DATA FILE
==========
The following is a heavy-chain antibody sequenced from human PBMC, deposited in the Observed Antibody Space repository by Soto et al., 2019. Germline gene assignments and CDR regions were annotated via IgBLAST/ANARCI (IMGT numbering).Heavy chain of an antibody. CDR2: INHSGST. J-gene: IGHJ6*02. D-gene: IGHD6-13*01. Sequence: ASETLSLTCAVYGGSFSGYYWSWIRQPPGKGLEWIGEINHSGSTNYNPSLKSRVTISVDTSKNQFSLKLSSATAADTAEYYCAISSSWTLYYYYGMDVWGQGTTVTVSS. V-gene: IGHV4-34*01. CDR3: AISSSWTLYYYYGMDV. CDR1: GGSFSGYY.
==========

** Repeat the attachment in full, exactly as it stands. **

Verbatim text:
The following is a heavy-chain antibody sequenced from human PBMC, deposited in the Observed Antibody Space repository by Soto et al., 2019. Germline gene assignments and CDR regions were annotated via IgBLAST/ANARCI (IMGT numbering).Heavy chain of an antibody. CDR2: INHSGST. J-gene: IGHJ6*02. D-gene: IGHD6-13*01. Sequence: ASETLSLTCAVYGGSFSGYYWSWIRQPPGKGLEWIGEINHSGSTNYNPSLKSRVTISVDTSKNQFSLKLSSATAADTAEYYCAISSSWTLYYYYGMDVWGQGTTVTVSS. V-gene: IGHV4-34*01. CDR3: AISSSWTLYYYYGMDV. CDR1: GGSFSGYY.